This is the third in a series of posts (you can read the first two here and here) about the viva. In this entry, I’m going to list the bibliography of resources I used, the list of questions I came up with to ask myself as practice questions, a handy checklist of equipment you might need and my final hints and tips, in the hope that it might prove useful!
- Dunleavy, Patrick. “Top ten questions for the PhD oral exam”. Writing for Research. 11.02.2014.
- Farrow, Tristan. “How to shine at your viva”. The Independent. 02.12.2004.
- Murray, Rowena. The Viva.
- Ryder, Nathan. Viva Survivors: Episode 9. 25.10.2012.
- Ryder, Nathan. Fail Your Viva: 12 Steps to Failing your PhD and 58 Tips for Passing. Amazon Kindle, 2013. E-book. Available to buy here.
- Smith, Peter. The PhD Viva: How to Prepare for your Oral Examination. Palgrave: London, 2014.
These questions were compiled from a variety of resources, including those listed in the bibliography above.
- What are the most original (or value-added) parts of your thesis?
- Which propositions or findings would you say are distinctively your own?
- How do you think your work takes forward or develops the literature in this field?
- What are the bottom-line conclusions of your research? How innovative or valuable are they? What does your work tell us that we did not know before?
- Tell us about your research.
- What is your research about?
- What are your key findings?
- What are the implications or applications of your findings/results/contributions?
- What is the key message?
- What are the main arguments of the thesis?
- What is original about your study?
- What are the weaknesses of your thesis?
- Origins and Scope:
- Can you explain how you came to choose this topic for your doctorate? What was it that first interested you about it? How did the research focus change over time?
- Why have you defined the final topic in the way you did? What were some of the difficulties you encountered and how did they influence how the topic was framed? What main problems or issues did you have deciding what was in-scope and out-of-scope?
- Why did you choose this topic?
- What was the initial spark of interest?
- What was the main aim of the thesis/study?
- How did your research questions emerge?
- What are the core methods used in this thesis? Why did you choose this approach? In an ideal world, are there different techniques or other forms of data and evidence that you’d have liked to use?
- What would you have done differently?
- Why did you go about your research in that particular way?
- Why did you choose this particular theoretical perspective?
- Why did you opt for that form of analysis/those methods?
- How would you describe your methodological stance? Why did you do it that way? What were the strengths/values and weaknesses/limitations of that approach? How could you have done it differently?
- Data and Information:
- What are the main sources of evidence? Are they strong enough in terms of quantity and quality to sustain the conclusions you draw? Do the date or information you consider appropriately measure or relate to the theoretical concepts or underlying social or physical phenomena, that you’re interested in?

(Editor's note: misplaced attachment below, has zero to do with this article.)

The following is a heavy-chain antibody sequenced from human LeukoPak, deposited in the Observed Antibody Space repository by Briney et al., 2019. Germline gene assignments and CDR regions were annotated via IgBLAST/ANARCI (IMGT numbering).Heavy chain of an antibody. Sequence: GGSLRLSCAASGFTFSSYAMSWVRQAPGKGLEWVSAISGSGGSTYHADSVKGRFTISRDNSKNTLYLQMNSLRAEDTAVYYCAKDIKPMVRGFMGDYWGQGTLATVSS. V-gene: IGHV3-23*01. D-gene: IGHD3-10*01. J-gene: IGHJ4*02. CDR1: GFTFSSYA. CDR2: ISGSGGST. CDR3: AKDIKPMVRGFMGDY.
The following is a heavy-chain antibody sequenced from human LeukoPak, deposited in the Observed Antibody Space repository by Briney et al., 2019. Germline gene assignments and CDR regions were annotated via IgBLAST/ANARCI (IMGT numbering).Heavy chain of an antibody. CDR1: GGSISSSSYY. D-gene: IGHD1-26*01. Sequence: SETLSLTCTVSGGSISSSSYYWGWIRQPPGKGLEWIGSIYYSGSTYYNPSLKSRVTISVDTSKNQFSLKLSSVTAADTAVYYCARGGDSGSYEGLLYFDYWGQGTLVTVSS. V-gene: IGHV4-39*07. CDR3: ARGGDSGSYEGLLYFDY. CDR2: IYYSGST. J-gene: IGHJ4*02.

- How do your findings fit with or contradict the rest of the literature in this field? How do you explain the differences of findings, or estimation, or interpretation between your work and that of other authors?
- To what extent were the research aims met?
- What have you learnt from the process of doing a PhD?
- Has your view of the topic changed over the course of the research?
- What literature did you find useful and why?
- What next:
- What are the main implications or lessons of your research for the future development of work in this specific sub-field? Are there any wider implications for other parts of the discipline? Do you have any “next step” or follow-on research projects in mind?
- What are your ideas for future research?
- Copy of your thesis – marked up as you need/see fit!
- A notebook and pen.
- Bottle of water.
- Sweets/mints/chewing gum (in case you do what I did in my mock viva – throat went really dry, started coughing, couldn’t stop!).
Final Hints and Tips
Everyone is different. Know yourself and the ways/methods that work for you. Here’s a brief list of what I found useful.
- Take notes: during the viva, take your time to jot down the question asked by your examiners as well as what they say about your work. Trust me, although it tends to last a minimum of 90 minutes, the time FLIES! And if you’re anything like me, you’ll struggle to remember much about what happened. Taking notes means that you have a record of the discussion and I know I’ve referred back to my notes on several occasions not just while completing my corrections but also subsequently when working on applications, new articles etc.
- Repeat the questions: in order to make sure you’ve understood what you’re being asked, repeat the question back to your examiners. This gives you time to collect your thoughts but also shows that you’re listening carefully to what you’re being asked. If you’ve misunderstood the question, this gives the examiners a chance to reword it for you prior to you launching into a long response to the wrong question!
- Pause: remember to breathe. Take a drink of water. Collect your thoughts. My supervisor advised me that it is absolutely ok for you to ask for a moment to think through your response before you begin talking. This can feel intimidating (eek! Uncomfortable silence!) but if it’s what you need to do, do it!
- Enjoy it!: I know it sounds unlikely but it genuinely can be an enjoyable experience. Make the most of it.
Ok so there you go. My thoughts on the viva in three posts. I do hope this proves useful to those of you still to sit the viva. Please do feel free to get in touch if you have any thoughts and/or questions using the comments function below. You’ll also find me on Twitter: @FionaFNoble. Best of luck!